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38 Things We Learned from The Witch Commentary

“I would not have wanted to have been a puritan.”
The Witch Anya Taylor Joy
By  · Published on May 25th, 2016

The argument as to whether or not Robert EggersThe Witch is a horror film goes on, inexplicably, but instead of getting bogged down in the fight we’re simply going to ignore it. One, because it’s a stupid argument, and two because we decided to use that time to listen to Eggers’ commentary track instead. (And three because others are far better prepared to fight the idiocy.)

The film is his feature debut, and after making a splash at this year’s Sundance and having a successful limited theatrical release the movie has come home to Blu-ray/DVD.

The disc includes a making-of featurette, but the supplement highlight is the commentary track where he breaks down the production with both an affection for his cast and crew and a deprecating tone for his own contributions.

Keep reading to see what I heard on the commentary track for The Witch.

The Witch (2016)

Commentator: Robert Eggers (writer/director)

1. Distributor A24’s logo is followed by five from various production companies/investors, and he intentionally added “a lot of black” afterwards to help viewers forget about them.

2. He used the ‘double-V’ spelling of THE VVITCH because the large-typeface was often used in period writings. “I thought it was nice and transportive.”

3. The film was shot in Mattawa, Ontario. He had wanted to film in New England, but various “tax incentives and other financial reasons” made Ontario the best choice for their needs.

4. The meeting hall where the family is cast out of town was built in a derelict lumber mill.

5. The people occupying the hall are divided by the sexes, as it authentic to a Calvinist community in the 1630’s, but Eggers points out some young boys on the male side who in reality would have been with the women. “Because we had so few settlers I wanted to distribute the sexes completely so that would be more clear.”

6. The POV shot from the rear of the wagon as the family exits town was one of the few shots actually filmed in Massachusetts.

7. Parts of the production were hampered by swarms of mosquitoes and black flies causing the crew to have to wear protective gear. “This is one of the few scenes where the kids were crying because of all the bugs,” he says of the shot where the family first gives thanks for the plot of land they’ll be calling home.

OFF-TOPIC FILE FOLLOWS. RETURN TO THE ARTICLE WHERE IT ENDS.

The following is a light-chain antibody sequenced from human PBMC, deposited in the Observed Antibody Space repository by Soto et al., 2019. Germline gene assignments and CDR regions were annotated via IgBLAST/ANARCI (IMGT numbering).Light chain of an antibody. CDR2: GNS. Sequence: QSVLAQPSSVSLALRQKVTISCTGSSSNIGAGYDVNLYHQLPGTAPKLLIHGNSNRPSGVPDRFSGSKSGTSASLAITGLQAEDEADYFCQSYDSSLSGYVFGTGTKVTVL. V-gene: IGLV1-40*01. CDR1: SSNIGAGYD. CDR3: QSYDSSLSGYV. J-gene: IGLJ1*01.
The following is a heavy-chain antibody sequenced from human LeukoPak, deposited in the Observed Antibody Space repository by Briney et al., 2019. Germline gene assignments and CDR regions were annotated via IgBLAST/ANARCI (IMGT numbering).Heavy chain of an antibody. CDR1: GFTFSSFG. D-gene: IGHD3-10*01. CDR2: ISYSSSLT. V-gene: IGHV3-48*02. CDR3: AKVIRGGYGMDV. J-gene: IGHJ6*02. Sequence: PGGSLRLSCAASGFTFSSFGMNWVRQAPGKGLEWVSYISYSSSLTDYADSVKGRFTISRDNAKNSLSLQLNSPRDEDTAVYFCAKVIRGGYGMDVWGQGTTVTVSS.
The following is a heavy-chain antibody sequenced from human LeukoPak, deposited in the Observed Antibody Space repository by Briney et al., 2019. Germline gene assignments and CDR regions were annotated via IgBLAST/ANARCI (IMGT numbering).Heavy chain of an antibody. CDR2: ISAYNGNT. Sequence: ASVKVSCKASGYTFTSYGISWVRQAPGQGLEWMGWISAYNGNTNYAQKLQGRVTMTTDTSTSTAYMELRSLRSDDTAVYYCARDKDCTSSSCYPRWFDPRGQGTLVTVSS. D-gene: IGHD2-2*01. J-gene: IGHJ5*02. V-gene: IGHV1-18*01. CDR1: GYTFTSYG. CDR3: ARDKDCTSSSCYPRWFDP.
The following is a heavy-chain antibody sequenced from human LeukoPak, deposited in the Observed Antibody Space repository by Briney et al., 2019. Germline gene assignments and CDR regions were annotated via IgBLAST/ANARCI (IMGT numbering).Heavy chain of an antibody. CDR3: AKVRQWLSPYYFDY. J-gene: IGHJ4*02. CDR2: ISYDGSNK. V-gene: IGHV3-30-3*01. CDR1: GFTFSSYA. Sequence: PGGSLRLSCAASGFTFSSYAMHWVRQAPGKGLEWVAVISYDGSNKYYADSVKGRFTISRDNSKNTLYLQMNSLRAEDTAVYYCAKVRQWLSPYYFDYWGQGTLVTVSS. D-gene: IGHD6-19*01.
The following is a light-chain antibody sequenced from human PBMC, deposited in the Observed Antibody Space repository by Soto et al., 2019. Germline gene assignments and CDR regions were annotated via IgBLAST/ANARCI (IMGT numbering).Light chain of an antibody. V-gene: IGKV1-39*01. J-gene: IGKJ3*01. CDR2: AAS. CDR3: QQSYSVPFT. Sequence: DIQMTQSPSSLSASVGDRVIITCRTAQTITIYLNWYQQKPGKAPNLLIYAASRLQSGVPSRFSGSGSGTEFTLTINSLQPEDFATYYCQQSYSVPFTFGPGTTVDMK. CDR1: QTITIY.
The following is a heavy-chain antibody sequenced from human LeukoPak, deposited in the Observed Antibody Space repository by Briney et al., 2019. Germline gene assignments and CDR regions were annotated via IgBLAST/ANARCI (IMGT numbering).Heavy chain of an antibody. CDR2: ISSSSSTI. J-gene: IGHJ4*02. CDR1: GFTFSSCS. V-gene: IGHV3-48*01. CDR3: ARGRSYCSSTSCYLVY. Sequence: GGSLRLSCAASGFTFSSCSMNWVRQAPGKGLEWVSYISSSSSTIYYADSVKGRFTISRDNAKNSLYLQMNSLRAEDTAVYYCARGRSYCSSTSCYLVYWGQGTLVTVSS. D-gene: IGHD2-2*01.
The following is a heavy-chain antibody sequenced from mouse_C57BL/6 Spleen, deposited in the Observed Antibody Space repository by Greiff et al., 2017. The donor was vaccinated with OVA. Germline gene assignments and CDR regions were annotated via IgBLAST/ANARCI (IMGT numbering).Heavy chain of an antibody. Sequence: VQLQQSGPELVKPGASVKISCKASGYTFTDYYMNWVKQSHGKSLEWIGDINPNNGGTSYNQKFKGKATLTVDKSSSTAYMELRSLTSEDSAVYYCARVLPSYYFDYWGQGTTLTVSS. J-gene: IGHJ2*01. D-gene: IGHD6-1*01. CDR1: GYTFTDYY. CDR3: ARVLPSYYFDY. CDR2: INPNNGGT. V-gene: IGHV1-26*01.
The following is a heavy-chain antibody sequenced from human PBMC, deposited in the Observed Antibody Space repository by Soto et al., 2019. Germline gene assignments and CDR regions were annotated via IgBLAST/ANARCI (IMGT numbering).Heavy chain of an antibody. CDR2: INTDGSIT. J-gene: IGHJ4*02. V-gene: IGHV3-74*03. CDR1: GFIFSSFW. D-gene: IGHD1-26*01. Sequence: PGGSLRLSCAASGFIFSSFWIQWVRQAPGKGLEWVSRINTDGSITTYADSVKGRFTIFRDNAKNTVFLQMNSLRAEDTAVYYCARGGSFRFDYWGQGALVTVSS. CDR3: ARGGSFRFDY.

8. The first shot of their finished homestead is one of two angles they captured. The unused one looked better, but he “liked this one because it looks more miserable.”

9. The corn stalk cones in the field aren’t necessarily period accurate, but he chose them for their iconic New England visual appeal. “There are reasons why I think it’s plausible that the family might have done that.”

10. The script originally opened with the peekaboo scene between Thomasin (Anya Taylor-Joy) and the baby, but he felt they needed “more scope and understanding of the family’s past.”

11. The witch running away with the baby is actually the film’s makeup artist, Traci Loader.

12. Eggers praises the production design of the interior of the witch’s hovel saying it’s loaded with historical detail in its clay pots, engravings, and more, “but of course you see none of it because it’s so dark, but it was a really cool set.”

13. One of the biggest digital effects in the film is the erasing of modesty garments, specifically in the scene of the old, naked witch making baby scrub. “This particular shot was troubling for many, and I think that those nice CG guys in Toronto will forever hate me because of that shot.”

14. He loves the design and decoration of their house interior. “I spent so much time researching the wold of the 17th century and had such a clear idea of the house, but they exceeded my expectations. I cried when I saw it for the first time.”

15. They spent a lot of time laying down (and picking up) dolly tracks for the tracking shots in the woods. “The grips put up with a lot of torture.”

16. The rabbit’s name is Dizzy, and her trainer was sixteen years-old. “Dizzy was very cooperative.” He adds that if you Google “witch and hare” you’ll understand the rabbit’s meaning in the film more clearly.

17. “Every scene with the goat was very difficult to shoot,” he says upon Black Phillip’s (played by Charlie) first scene. “I don’t know if you can train a goat. I just don’t know if you can.”

18. Charlie is on a leash in the shots of the goat in proximity to the kids, but it’s been removed digitally. “Occasionally goat wranglers’ hands have been CG’d out.”

19. Ralph Ineson, who plays William, lost thirty pounds for the role “doing yoga, not eating, and chopping a lot of wood. We cheered every time he chopped a log.”

20. The horse is an authentic breed to the period unlike the goats and dog.